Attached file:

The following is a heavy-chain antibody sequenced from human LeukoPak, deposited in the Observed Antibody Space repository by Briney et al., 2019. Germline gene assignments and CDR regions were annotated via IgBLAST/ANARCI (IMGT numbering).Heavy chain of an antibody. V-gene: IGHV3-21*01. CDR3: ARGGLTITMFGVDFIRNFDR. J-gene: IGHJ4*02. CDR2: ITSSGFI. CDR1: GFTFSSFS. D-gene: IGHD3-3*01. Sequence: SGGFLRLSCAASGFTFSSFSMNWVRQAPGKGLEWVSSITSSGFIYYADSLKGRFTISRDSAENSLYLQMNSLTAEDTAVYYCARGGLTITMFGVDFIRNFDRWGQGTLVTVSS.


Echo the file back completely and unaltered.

The following is a heavy-chain antibody sequenced from human LeukoPak, deposited in the Observed Antibody Space repository by Briney et al., 2019. Germline gene assignments and CDR regions were annotated via IgBLAST/ANARCI (IMGT numbering).Heavy chain of an antibody. V-gene: IGHV3-21*01. CDR3: ARGGLTITMFGVDFIRNFDR. J-gene: IGHJ4*02. CDR2: ITSSGFI. CDR1: GFTFSSFS. D-gene: IGHD3-3*01. Sequence: SGGFLRLSCAASGFTFSSFSMNWVRQAPGKGLEWVSSITSSGFIYYADSLKGRFTISRDSAENSLYLQMNSLTAEDTAVYYCARGGLTITMFGVDFIRNFDRWGQGTLVTVSS.